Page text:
In the lower one, you will find the Power/HDD LEDs
and the power/reset buttons. The upper panel accommodates the now-standard
USB 2.0 ports, at least two of them, in addition to a button labelled “Light”.
When pressed, it lights ten very intense blue LED’s that lights up the case
good – perfectly suitable for use when installing parts in a dark room.


The CPU cooler
consists of four main parts. First, it is a massive copper block which weighs
in on approximately 750 grams. This block has a direct contact with the processor,
thus it transfers the heat upward towards the next part which is the heat
conductor. For the CPU cooler, six heat conductors are used with a diameter
of 6 mm. They are anodized in gold and look fairly well in my opinion. The
third part consists of a blue-colored lid that is screwed on top of the whole
construction. It is partly there to squeeze together the heat conductors and
the copper block, but also to increase the contact area facing the heat conductors.

The parts for mounting on a P4

The blocks inside the case

To transfer the
heat from the heat conductors to the heatsink, blocks are needed and mounted
on the case. These are completely anodized in blue, and three in number. The
block fits every mainboard that follow Intel’s specifications. Mounting accessories
for AMD Athlon 64 are also included, although we did not have such a system
available for testing. The parts seem to work well and to be easily installed.

A64 mounting details

The base on the copper block

The installation
went quite well, despite that this product only comes with mounting devices
for Athlon 64 and Pentium 4. If you want to use this case with an Athlon XP,
some additional parts will have to be procured. There isn’t any official support,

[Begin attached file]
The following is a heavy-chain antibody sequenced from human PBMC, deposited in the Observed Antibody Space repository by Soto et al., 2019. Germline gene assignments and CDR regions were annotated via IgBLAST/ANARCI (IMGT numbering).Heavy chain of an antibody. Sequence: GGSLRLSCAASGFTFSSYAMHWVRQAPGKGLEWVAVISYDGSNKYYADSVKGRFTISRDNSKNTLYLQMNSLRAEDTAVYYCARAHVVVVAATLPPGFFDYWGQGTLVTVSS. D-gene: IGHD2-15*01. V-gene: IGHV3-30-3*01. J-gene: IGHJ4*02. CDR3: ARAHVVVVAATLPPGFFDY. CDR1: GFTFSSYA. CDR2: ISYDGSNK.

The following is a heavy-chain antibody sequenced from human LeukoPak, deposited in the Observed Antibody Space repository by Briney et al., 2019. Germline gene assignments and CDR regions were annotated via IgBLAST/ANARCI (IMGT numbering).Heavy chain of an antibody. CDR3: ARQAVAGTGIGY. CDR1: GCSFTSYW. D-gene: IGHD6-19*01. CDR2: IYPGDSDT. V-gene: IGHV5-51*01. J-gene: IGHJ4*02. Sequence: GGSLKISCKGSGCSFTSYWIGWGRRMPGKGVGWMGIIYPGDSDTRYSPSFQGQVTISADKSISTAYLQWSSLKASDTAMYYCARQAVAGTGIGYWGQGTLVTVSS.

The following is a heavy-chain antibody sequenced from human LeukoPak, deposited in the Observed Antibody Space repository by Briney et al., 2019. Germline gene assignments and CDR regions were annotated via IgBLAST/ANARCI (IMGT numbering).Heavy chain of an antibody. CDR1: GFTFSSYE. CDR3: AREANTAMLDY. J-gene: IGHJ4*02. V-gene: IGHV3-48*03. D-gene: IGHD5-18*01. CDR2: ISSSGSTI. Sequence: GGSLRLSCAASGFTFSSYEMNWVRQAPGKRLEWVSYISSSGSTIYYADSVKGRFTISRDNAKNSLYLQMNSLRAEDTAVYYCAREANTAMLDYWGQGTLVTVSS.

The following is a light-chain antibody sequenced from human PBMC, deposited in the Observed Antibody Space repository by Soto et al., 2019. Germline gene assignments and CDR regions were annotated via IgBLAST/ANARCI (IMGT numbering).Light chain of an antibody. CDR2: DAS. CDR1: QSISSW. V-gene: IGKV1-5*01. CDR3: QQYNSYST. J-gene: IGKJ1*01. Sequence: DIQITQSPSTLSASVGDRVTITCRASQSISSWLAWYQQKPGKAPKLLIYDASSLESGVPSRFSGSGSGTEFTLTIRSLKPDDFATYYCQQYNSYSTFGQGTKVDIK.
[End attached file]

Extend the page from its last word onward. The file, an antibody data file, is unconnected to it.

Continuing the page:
but the extra parts can profitably be crafted at home. While it isn’t particularly
difficult to manufacture them, Zalman still should have thought of all the
Socket-A owners that would like to use this case.

Step 2

Only heatpipes left

Mounting the
cooler on a Pentium 4 platform is a nobrainer. For starters, two purple-colored
parts are placed in the black fan mounter, and the large piece of copper is
put on top of it. Added to this construction are the heat conductive pipes
with thermal compound on all contact areas. To achieve good contact, the top
is mounted, once again with a lot of thermal compound to get a better heat
conductive area.


The VGA cooler
consists, in accordance with the CPU cooler, of four main parts. All the parts
principally have the same function, but they are very differently designed.
The part that transfers the heat from the GPU is much smaller than the equivalent
one for the CPU block. Furthermore, it is solely made of aluminum. It is anodized
completely in blue, including the underside. I hope that Zalman has used an
extremely heat conductive paint, since the consequences can become pretty
exteme otherwise. No one wants to see a new graphics card burn up because
of such a silly thing.

Beyond that,
most of it is on par with the CPU cooler, except that the graphics card cooler
only uses two 6 mm heatpipes and is fine with one block on the case. The reason